Meet the Yorkshire lawyer who is determined to protect domestic violence victims

Employers can play a major role in protecting victims of domestic violence, according to Tiggy Clifford. She spoke to Deputy Business Editor Greg Wright.

LOCKDOWN was a living hell for victims of domestic abuse, who were often unable to find any escape route from their tormentor.

Statistics provided by IDAS, the specialist charity in Yorkshire which supports anyone experiencing abuse or sexual violence, paint a bleak picture.

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During the pandemic, the charity’s helpline has been taking around 380 calls a week from victims who are desperate for support.

Employers can play a major role in protecting victims of domestic violence, according to Tiggy Clifford. She spoke to Deputy Business Editor Greg Wright.

In normal times, the workplace can be a place of refuge for domestic violence victims. Lockdown removed this temporary sanctuary. This doesn’t, however, mean that concerned human resources professionals and employment lawyers have been unable to act.

York-based Torque Law is a member of The Employers’ Initiative on Domestic Abuse, which brings together corporate leaders who are determined to make a difference.

Torque Law has also formed a corporate partnership with IDAS, whose services include providing refuge accommodation, community-based support, peer mentoring, group work and access to a free, confidential out of hours’ helpline.

Tiggy Clifford, a partner at Torque Law, said: “We also received a number of enquiries from clients who were concerned that some of their staff members were potentially suffering from domestic abuse, which was particularly troubling when they were at home during lockdown.”

She added: “They had noticed changes of behaviour which were red flags for potential cases of domestic abuse.

“Our clients in human resources found some quite challenging scenarios and we provided advice about options that were open to them to provide support.”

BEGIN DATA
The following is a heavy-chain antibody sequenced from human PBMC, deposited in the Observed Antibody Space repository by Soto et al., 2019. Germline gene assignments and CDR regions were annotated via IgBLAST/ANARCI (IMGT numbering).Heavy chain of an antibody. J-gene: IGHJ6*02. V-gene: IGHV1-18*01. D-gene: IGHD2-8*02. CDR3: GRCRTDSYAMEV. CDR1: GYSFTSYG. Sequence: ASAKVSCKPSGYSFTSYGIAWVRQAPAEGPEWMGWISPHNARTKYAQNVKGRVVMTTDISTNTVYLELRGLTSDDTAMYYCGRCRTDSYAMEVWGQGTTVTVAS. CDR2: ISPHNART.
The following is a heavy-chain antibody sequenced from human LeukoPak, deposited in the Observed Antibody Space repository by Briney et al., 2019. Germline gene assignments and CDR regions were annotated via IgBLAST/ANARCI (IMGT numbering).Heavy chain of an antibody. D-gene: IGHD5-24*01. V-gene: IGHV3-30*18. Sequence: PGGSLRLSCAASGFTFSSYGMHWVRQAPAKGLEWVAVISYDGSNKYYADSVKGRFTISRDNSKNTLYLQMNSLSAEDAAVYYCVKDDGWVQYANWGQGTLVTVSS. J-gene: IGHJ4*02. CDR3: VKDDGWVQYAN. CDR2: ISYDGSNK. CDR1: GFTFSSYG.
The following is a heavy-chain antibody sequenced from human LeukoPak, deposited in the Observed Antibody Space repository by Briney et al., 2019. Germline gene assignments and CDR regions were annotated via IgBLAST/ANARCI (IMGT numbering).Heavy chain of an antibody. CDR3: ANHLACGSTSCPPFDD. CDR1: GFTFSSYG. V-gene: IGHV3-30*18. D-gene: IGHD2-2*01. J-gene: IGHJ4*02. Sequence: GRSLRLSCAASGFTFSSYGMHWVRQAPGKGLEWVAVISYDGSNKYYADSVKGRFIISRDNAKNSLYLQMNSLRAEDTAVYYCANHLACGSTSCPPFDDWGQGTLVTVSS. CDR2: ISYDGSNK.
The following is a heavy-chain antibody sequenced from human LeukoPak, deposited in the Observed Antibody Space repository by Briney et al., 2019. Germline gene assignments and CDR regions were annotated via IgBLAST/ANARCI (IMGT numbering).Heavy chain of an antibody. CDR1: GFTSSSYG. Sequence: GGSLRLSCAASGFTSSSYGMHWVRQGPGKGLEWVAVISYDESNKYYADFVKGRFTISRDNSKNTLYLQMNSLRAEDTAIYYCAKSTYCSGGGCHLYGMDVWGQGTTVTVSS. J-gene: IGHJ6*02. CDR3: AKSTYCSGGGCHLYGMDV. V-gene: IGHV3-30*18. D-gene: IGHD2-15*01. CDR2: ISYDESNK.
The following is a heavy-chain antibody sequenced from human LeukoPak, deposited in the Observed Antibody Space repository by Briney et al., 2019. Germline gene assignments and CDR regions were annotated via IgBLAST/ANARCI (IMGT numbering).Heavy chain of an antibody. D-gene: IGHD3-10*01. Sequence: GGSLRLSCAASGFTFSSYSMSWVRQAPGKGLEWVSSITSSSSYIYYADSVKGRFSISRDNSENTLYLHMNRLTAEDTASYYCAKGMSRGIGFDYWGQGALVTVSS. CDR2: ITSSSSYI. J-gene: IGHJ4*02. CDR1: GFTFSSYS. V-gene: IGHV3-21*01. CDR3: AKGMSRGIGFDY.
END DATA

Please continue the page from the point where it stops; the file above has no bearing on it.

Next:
Three-quarters of women’s organisations have reported an increase in demand for services since the start of the coronavirus pandemic.

In a report published last year, Agenda, a charity that campaigns for women and girls at risk, said increased poverty, rising unemployment, soaring rates of domestic abuse and challenges accessing support have led to a growing crisis in women and girls’ mental health.

Torque Law has previously worked with KYRA, which provides support for vulnerable women through workshops and confidence-building exercises.

Ms Clifford said: “For International Women’s Day we spoke at an event to provide tips about becoming financially independent through work.”

She encouraged participants to think about the sorts of work they would like to do and then carry out research about the opportunities for that work online.

“With IDAS we make a monthly financial contribution to the charity’s work and are planning work to help revamp the rooms within the refuge itself.

“We are also looking to help collect supplies to help ensure that families leaving the refuge are sent out with essential supplies and fresh bedding. Through our work, we have encouraged our clients to help people who were known or suspected to be victims facing abuse to feel safer,” Ms Clifford said.

“We can help signpost our clients to organisations that can help their staff members. These issues can be tricky, but they must be raised if employers are to play a part in tackling domestic abuse.”

Torque Law, which is a specialist employment law practice, was established in 2016 by Tiggy Clifford and Emma Whiting, who were friends with the same vision about how a law firm should operate.